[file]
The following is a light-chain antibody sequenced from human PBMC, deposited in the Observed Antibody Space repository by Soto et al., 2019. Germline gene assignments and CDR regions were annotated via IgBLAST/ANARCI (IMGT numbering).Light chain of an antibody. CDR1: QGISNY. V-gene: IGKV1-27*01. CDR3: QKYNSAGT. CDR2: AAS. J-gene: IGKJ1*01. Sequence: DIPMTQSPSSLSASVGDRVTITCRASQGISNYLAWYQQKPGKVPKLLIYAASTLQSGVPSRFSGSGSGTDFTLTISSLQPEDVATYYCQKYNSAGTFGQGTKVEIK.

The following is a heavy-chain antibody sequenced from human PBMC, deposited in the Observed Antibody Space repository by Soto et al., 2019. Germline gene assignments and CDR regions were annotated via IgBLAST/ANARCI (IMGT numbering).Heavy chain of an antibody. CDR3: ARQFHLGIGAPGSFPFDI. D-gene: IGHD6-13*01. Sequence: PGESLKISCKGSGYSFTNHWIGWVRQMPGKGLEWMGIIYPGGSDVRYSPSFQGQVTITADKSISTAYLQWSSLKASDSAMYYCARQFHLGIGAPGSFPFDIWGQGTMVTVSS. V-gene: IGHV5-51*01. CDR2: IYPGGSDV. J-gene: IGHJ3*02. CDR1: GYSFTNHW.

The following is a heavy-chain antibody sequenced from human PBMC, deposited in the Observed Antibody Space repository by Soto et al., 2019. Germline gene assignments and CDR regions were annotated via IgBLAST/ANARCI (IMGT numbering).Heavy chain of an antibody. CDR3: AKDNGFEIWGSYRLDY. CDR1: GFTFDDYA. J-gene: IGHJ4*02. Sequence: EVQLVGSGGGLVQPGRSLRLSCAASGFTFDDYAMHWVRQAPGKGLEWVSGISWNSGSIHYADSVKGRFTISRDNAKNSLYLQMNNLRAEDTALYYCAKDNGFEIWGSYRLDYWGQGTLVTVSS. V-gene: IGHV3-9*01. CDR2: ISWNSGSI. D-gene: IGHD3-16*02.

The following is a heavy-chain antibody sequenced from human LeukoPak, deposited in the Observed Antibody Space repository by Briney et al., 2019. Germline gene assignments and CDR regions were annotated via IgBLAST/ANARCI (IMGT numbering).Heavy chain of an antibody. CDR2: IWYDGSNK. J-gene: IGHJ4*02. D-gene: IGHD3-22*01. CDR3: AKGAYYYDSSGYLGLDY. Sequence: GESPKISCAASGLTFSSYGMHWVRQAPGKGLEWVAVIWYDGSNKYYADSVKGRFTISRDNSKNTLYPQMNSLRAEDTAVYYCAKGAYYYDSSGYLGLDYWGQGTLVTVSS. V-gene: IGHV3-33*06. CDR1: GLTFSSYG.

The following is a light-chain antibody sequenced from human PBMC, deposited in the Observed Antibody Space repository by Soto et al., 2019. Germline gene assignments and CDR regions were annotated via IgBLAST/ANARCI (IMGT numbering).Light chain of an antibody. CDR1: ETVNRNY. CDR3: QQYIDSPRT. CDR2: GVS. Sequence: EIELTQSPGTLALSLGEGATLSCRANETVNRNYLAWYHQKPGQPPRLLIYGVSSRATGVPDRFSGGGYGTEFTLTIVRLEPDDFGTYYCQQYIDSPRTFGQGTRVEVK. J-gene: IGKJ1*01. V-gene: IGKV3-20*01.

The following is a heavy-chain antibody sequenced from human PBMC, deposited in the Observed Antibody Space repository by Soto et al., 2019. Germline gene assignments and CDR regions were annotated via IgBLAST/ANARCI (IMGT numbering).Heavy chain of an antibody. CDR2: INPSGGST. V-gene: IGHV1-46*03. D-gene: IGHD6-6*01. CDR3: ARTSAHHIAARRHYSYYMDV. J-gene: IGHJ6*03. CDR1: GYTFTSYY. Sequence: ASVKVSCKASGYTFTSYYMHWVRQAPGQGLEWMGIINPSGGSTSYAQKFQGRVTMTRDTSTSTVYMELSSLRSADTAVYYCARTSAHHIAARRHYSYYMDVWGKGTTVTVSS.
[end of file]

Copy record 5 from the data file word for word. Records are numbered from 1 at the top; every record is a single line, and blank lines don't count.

The following is a light-chain antibody sequenced from human PBMC, deposited in the Observed Antibody Space repository by Soto et al., 2019. Germline gene assignments and CDR regions were annotated via IgBLAST/ANARCI (IMGT numbering).Light chain of an antibody. CDR1: ETVNRNY. CDR3: QQYIDSPRT. CDR2: GVS. Sequence: EIELTQSPGTLALSLGEGATLSCRANETVNRNYLAWYHQKPGQPPRLLIYGVSSRATGVPDRFSGGGYGTEFTLTIVRLEPDDFGTYYCQQYIDSPRTFGQGTRVEVK. J-gene: IGKJ1*01. V-gene: IGKV3-20*01.